Human Behavior

21 04 2008

It’s been a while, almost two weeks since I’ve actually blogged. Life has been next to hectic, and still is. However, today is my birthday, so I am actually taking the time to do things I enjoy. Before my study marathon tonight….because finals are this week. So, there was an article in the NYT last week that sparked my interest. Human behavior has always been fascinating to me, and it was because of that that I chose to study marketing as an undergraduate. Why not psychology? Well, because I am interested in the parts of human behavior that drive consumer choices. So, who buys what and for what reasons. Marketers study these behaviors in order to know who to market products to and how best to approach them. The idea is called targeting. Well, with all the advances that have been made in research methods, we can take it a step farther and start microtargeting. Microtargeting takes it to a whole new level, beyond demographic, geographic, and psyhographic information. This article was all about microtargeting used by pollsters for political campaigns. *as a side note, political science and business are very separate in college, which I think only harms the spread of new and inventive marketing tactics* Like minded people are targeted not based on age and gender, but instead based on what television shows they watch, the magazines or newspapers they subscribe to, and even the purchases they make at the grocery store. The article points to several specific food stuffs and can pinpoint which candidate you are likely to vote for based on your purchase of any of these items. “For example, Dr Pepper is a Republican soda. Pepsi-Cola and Sprite are Democratic. So are most clear liquors, like gin and vodka, along with white wine and Evian water. Republicans skew toward brown liquors like bourbon or scotch, red wine and Fiji water.” This is a tiny excerpt from the article by Kim Severson. Can you categorize your friends (politically) based on their likes and dislikes?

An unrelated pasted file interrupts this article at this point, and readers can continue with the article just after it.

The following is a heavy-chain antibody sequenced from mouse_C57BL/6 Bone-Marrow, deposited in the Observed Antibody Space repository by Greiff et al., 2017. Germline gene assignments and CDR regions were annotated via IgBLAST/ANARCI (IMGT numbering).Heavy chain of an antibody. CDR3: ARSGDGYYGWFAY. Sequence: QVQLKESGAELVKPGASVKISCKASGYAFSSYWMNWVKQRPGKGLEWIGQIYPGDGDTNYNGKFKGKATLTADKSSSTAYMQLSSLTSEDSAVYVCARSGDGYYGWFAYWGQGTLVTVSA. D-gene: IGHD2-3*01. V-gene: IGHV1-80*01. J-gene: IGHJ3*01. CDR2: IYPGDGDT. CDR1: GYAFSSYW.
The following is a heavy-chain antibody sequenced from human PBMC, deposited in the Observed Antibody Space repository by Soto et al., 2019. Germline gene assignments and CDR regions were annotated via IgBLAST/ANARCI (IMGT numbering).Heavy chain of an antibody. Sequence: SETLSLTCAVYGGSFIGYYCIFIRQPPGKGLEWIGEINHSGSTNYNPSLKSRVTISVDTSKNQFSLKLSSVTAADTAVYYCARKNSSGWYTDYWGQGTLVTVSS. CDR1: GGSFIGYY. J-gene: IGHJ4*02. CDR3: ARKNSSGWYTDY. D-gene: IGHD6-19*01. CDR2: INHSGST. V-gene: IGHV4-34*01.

How does any of this help in a political campaign? Well, there is some debate about how much help this level of microtargeting does help. It won’t help you convince someone that your healthcare plan is better than the other guy’s, but it can definitely help you know where to advertise. Microtargeting is business tool that has just recently been noticed in the world of political marketing, something I choose to think of as social marketing. It’s on the rise, and we are going to see more and more in the coming election. Read the full article here.

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